Practice differentiating between fact and opinion with this set of 24 sorting cards.
Understanding the writer’s intent—whether statements can be backed up with data or stated editorially—is an analytical skill students will use as they read texts with deeper complexities and nuances.
In this activity, students will read statements and sort them into facts and opinions.
Fact and Opinion Exercise
Either independently or as a multiplayer game, students sort printed-out cards into fact and opinion piles.
Scaffolding and Extension Tips + More Fact and Opinion Exercises
This resource can be used for individualized practice, especially if you’ve got fast finishers! You can also use this game to create full-class learning opportunities like scoot activities, lesson reviews, comprehension assessments, and more.
After sorting the cards, challenge students who already understand the concept to explain why they sorted the cards into each pile. Then have students create their own lists of facts and opinions.
Support struggling students by using this exercise in pairs or small groups, rather than as an independent activity. See our 10 best scaffolding strategies for more ideas.
Place the playing cards around the room in numerical order and give each student a recording sheet. Assign each student a number to start. Give students an appropriate amount of time to read the card and determine the author’s purpose, and then say, “SCOOT.” At this time, the students will rotate to the next card. Continue in this manner until students have made it through all of the cards.
Give each student a mini dry-erase board and a dry-erase marker. Project each card on the and have your students write “Fact” or “Opinion” (or F and O, to make it simpler) on their board. When everyone has written down their answer, say, “Show Me.” Students will flip their boards, allowing you to see who needs extra support with this skill.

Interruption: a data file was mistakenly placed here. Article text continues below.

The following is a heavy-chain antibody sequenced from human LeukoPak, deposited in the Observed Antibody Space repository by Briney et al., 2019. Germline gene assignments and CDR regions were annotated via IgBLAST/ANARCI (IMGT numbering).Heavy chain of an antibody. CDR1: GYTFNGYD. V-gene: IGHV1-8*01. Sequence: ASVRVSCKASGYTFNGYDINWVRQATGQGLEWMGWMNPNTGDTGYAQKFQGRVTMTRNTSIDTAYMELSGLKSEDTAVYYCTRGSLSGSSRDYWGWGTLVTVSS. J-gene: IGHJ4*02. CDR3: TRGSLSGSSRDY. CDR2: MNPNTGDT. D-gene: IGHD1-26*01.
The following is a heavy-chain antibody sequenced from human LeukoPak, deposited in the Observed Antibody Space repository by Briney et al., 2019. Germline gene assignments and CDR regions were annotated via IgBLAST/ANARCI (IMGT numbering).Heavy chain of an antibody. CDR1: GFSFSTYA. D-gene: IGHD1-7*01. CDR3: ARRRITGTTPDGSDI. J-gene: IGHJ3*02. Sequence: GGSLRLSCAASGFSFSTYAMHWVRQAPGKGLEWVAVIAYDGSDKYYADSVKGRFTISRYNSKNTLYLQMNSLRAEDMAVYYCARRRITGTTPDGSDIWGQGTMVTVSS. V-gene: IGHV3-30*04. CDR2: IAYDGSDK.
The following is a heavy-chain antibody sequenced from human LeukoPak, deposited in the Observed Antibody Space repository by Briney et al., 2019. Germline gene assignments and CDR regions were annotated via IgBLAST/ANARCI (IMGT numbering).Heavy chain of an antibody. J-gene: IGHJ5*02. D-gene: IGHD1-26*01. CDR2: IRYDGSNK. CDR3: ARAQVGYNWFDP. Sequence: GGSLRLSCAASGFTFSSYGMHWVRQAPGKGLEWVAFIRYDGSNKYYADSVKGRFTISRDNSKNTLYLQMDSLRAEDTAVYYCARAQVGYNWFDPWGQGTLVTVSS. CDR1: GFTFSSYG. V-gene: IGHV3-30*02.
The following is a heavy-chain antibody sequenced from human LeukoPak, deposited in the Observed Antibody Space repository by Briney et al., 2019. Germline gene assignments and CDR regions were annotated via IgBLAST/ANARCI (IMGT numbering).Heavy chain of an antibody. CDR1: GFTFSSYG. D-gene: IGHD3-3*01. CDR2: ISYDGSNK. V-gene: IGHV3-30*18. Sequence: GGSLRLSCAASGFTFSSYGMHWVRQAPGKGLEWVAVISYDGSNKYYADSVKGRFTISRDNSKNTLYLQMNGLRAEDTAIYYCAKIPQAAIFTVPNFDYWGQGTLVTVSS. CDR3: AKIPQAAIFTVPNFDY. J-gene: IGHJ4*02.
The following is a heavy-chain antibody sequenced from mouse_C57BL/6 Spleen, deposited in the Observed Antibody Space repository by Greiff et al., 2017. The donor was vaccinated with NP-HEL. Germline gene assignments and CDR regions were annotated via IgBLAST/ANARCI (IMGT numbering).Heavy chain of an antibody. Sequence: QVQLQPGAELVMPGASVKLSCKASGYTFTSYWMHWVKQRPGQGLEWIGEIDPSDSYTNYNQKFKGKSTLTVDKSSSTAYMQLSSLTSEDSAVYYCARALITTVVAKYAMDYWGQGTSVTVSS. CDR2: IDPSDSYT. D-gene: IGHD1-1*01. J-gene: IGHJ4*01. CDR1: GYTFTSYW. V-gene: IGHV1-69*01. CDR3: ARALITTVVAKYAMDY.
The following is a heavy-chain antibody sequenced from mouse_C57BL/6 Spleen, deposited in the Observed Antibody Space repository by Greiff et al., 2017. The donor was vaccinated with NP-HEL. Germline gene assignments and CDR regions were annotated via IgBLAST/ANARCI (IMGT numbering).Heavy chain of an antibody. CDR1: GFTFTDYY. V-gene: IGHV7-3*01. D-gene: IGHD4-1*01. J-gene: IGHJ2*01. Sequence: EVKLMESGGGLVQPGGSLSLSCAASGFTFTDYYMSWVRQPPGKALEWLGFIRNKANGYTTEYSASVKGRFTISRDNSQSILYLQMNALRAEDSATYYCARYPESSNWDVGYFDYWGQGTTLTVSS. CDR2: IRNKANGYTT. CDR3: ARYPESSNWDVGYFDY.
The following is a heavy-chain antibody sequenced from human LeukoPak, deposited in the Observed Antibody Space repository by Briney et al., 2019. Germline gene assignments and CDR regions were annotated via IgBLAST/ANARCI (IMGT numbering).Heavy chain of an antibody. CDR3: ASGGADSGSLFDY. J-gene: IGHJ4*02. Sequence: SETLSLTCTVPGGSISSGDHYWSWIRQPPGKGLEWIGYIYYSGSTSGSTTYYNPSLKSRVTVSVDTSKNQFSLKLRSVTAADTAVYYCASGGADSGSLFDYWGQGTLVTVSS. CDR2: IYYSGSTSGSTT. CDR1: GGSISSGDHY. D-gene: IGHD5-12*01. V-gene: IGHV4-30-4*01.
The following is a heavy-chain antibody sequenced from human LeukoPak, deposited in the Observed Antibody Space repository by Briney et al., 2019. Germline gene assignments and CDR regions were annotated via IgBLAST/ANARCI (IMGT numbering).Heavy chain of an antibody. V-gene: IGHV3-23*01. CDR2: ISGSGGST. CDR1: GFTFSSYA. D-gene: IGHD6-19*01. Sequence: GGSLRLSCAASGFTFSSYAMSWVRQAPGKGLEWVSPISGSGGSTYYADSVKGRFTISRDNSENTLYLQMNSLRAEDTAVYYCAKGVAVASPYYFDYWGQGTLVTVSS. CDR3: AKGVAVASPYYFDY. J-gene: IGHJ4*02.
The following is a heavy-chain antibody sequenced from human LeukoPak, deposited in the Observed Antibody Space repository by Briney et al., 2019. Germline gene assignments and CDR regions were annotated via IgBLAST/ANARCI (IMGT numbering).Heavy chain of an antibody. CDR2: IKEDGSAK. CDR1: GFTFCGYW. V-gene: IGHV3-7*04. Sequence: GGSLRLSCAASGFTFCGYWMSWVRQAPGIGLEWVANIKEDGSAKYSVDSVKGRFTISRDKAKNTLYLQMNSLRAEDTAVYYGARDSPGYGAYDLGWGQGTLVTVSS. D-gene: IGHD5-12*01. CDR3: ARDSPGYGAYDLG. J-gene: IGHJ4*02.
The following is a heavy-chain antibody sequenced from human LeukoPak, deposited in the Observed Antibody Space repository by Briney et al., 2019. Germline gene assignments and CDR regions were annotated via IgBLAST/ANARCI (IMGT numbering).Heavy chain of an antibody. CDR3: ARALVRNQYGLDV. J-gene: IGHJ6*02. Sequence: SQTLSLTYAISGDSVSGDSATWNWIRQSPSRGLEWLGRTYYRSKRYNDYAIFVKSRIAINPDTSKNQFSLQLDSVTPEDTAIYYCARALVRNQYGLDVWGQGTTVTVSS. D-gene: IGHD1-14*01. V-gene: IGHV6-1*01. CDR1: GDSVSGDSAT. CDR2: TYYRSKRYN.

Have your students stand up and make a line across the room. Project a card on the screen and use our Random Name Picker widget to draw a student’s name to answer. If the student correctly identifies whether the statement is Fact or Opinion, they tap the person on their left or right to send them back to their seat. If the student answers the card incorrectly, they must sit out. Play continues until only 1 student is standing.
Easily Prepare This Resource for Your Students
Print on cardstock for added durability and longevity. Make photocopies of the blank recording sheet for students to complete. Place all pieces in a folder or large envelope for easy access.
To turn this teaching resource into a sustainable activity, print a few recording sheets on cardstock and slip them into dry-erase sleeves. Students can record their answers with a dry-erase marker, then erase and reuse.
Keep the task cards out of pockets or under desks: cut out the cards and punch a hole in the corner of each to place them on a binder ring.
Before You Download
Use the drop-down icon on the Download button to choose between the PDF or Google Slides version of this resource. A recording sheet and answer key are also included with this download.
Want more? Check out our Fact Vs. Opinion Strategy Teaching Resource Pack!
This resource was created by Emily Pate, a teacher in California and a Teach Starter Collaborator.
Looking to help your students tackle more of their fact vs. opinion questions? Start here:
Common Core Curriculum alignment
Write opinion pieces in which they introduce the topic or book they are writing about, state an opinion, supply reasons that support the opinion, use linking words (e.g., because, and, also) to connect opinion and reasons, and provide a concluding st...
Write opinion pieces on topics or texts, supporting a point of view with reasons.
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